I didn’t like doing all the stereotypical girl things

A young teenager tells the internet “how I knew I was trans”:

Partial transcript:

basically…it has to do with my coming out story…and…well…ever since I was a little kid I knew there was something different about me and I didn’t like doing all the stereotypical girl things that all my friends liked to do at the time. I…as soon as I was able to dress myself I…I started dressing from the guys department

(…)

my mom put me in ballet and I decided no I don’t wanna go to ballet, I’m gonna play in the mud and so yeah. I did sports as a little kid and I was really into that kind of stuff and I always thought that I’m eh…I’m different

(…)

I dressed like a guy every single day, I wore guy clothes, guy shoes, I did guy things, hung out with guys, um, everything that a little boy would do. My mom started getting mad, she  told me I need to dress like a little girl and act like one too. And I was like “no mom I don’t like doing that and I never wore dresses and  never wore a skirt, never wore heels. Graduation was a…graduation was horrible, I mean…dress shopping, it didn’t feel right!

(…)

halfway through sophomore year I was watching this video on YouTube of a boy and his transition, and I was like oh my god, this makes sense now

It’s a familiar story in many ways. A female child who does not like to do the things that society tells little girls that they should like.  Parents who, as the kid grows older, to an increasing degree try to force the kid into this role they do not want. And finally, discovering YouTube and the many “transition videos” on it. Bingeing on these videos for a couple of weeks, and suddenly wanting to change their sex.  These kids end up medical patients for the rest of their lives. They want to start taking testosterone. Ten, twenty years ago, finding yourself as a teen meant getting a tattoo of a Chinese character, maybe some piercings. For these kids, it means starting medical treatments that can make them sterile. After five years on testosterone, the cancer risk explodes and a complete hysterectomy is required. Quite the price to pay for wanting to escape the restrictive feminine gender role.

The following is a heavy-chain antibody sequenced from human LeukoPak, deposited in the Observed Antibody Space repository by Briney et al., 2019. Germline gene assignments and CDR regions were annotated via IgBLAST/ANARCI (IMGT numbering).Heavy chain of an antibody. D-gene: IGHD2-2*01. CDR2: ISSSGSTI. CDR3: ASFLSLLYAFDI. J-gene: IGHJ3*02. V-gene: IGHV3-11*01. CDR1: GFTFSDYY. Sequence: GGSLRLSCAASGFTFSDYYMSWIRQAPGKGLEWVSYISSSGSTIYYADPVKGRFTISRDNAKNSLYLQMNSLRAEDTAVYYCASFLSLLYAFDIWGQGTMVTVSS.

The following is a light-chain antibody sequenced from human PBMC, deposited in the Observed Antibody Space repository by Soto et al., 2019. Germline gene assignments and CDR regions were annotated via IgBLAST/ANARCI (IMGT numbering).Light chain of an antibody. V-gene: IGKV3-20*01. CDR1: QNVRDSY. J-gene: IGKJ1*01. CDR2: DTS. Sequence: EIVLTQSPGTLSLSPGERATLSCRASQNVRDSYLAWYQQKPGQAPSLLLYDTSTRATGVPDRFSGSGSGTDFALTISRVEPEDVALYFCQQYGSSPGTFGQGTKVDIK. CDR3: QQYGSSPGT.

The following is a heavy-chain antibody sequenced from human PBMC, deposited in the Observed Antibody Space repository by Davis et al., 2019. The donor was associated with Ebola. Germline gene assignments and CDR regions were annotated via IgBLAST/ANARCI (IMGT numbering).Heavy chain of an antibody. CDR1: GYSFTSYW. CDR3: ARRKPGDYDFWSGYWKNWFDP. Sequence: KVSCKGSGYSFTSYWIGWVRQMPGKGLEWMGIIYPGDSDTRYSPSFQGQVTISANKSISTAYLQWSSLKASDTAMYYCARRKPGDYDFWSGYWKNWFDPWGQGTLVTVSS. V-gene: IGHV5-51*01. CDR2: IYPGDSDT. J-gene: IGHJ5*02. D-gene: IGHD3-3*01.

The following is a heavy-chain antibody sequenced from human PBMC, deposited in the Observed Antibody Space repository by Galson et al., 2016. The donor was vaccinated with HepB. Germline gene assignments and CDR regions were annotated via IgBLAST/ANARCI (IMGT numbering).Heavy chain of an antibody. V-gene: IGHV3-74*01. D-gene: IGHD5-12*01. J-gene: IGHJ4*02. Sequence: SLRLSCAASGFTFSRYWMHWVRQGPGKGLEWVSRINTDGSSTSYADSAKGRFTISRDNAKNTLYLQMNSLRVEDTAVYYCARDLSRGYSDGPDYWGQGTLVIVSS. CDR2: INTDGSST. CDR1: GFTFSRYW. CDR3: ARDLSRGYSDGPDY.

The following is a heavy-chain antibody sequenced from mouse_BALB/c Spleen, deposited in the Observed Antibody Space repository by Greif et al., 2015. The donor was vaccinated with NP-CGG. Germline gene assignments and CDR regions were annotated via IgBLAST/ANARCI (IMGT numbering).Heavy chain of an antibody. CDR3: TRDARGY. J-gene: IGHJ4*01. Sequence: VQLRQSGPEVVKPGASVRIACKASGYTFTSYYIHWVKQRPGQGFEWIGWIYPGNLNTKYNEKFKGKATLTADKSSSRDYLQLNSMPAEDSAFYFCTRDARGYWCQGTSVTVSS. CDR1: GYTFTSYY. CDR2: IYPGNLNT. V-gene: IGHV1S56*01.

Several commenters have similar experiences to the young person in the video:

I tried to force myself to wear dresses
“I’ve always tried to force myself to be ‘girly'”

Where is feminism for these young women? Where are the role models that can show them how to be women without being “girly”?

A similar comment on a different video:

binge watched videos for a week and now im trans wheeee
“I binge watched videos for a week, and I just knew”

Again and again, we see this tale. Young women who dislike performing femininity discovering transition videos, and becoming transgender.

A slightly different story, told by Aydian Ethan Dowling, is seen in the video below. As a young girl, Dowling was not gender policed as heavily as many other aspiring transitioners.

Partial transcript, from around 8:15: